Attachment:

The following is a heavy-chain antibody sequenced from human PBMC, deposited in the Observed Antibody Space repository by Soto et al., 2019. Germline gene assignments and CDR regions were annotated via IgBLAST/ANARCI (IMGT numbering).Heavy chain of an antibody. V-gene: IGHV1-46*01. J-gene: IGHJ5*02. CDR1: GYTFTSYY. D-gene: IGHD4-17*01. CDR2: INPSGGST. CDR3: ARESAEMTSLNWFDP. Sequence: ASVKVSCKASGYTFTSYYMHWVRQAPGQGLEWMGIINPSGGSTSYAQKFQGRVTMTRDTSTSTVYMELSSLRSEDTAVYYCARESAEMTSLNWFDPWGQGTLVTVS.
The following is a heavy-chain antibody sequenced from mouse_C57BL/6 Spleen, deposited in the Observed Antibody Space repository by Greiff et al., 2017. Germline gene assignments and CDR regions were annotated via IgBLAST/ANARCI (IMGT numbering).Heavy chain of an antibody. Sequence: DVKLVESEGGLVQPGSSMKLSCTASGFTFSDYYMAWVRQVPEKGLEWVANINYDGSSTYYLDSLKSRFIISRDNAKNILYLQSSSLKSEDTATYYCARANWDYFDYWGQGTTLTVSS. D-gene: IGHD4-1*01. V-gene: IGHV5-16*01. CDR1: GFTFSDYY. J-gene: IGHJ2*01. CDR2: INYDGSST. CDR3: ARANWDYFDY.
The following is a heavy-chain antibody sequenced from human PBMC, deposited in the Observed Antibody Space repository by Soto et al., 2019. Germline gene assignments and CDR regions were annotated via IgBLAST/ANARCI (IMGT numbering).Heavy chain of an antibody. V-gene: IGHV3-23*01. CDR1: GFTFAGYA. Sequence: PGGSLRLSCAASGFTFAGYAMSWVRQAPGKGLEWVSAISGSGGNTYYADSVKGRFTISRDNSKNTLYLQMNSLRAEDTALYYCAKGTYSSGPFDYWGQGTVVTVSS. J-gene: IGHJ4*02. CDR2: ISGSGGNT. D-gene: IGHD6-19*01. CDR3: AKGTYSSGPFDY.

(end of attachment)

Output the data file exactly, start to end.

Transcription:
The following is a heavy-chain antibody sequenced from human PBMC, deposited in the Observed Antibody Space repository by Soto et al., 2019. Germline gene assignments and CDR regions were annotated via IgBLAST/ANARCI (IMGT numbering).Heavy chain of an antibody. V-gene: IGHV1-46*01. J-gene: IGHJ5*02. CDR1: GYTFTSYY. D-gene: IGHD4-17*01. CDR2: INPSGGST. CDR3: ARESAEMTSLNWFDP. Sequence: ASVKVSCKASGYTFTSYYMHWVRQAPGQGLEWMGIINPSGGSTSYAQKFQGRVTMTRDTSTSTVYMELSSLRSEDTAVYYCARESAEMTSLNWFDPWGQGTLVTVS.
The following is a heavy-chain antibody sequenced from mouse_C57BL/6 Spleen, deposited in the Observed Antibody Space repository by Greiff et al., 2017. Germline gene assignments and CDR regions were annotated via IgBLAST/ANARCI (IMGT numbering).Heavy chain of an antibody. Sequence: DVKLVESEGGLVQPGSSMKLSCTASGFTFSDYYMAWVRQVPEKGLEWVANINYDGSSTYYLDSLKSRFIISRDNAKNILYLQSSSLKSEDTATYYCARANWDYFDYWGQGTTLTVSS. D-gene: IGHD4-1*01. V-gene: IGHV5-16*01. CDR1: GFTFSDYY. J-gene: IGHJ2*01. CDR2: INYDGSST. CDR3: ARANWDYFDY.
The following is a heavy-chain antibody sequenced from human PBMC, deposited in the Observed Antibody Space repository by Soto et al., 2019. Germline gene assignments and CDR regions were annotated via IgBLAST/ANARCI (IMGT numbering).Heavy chain of an antibody. V-gene: IGHV3-23*01. CDR1: GFTFAGYA. Sequence: PGGSLRLSCAASGFTFAGYAMSWVRQAPGKGLEWVSAISGSGGNTYYADSVKGRFTISRDNSKNTLYLQMNSLRAEDTALYYCAKGTYSSGPFDYWGQGTVVTVSS. J-gene: IGHJ4*02. CDR2: ISGSGGNT. D-gene: IGHD6-19*01. CDR3: AKGTYSSGPFDY.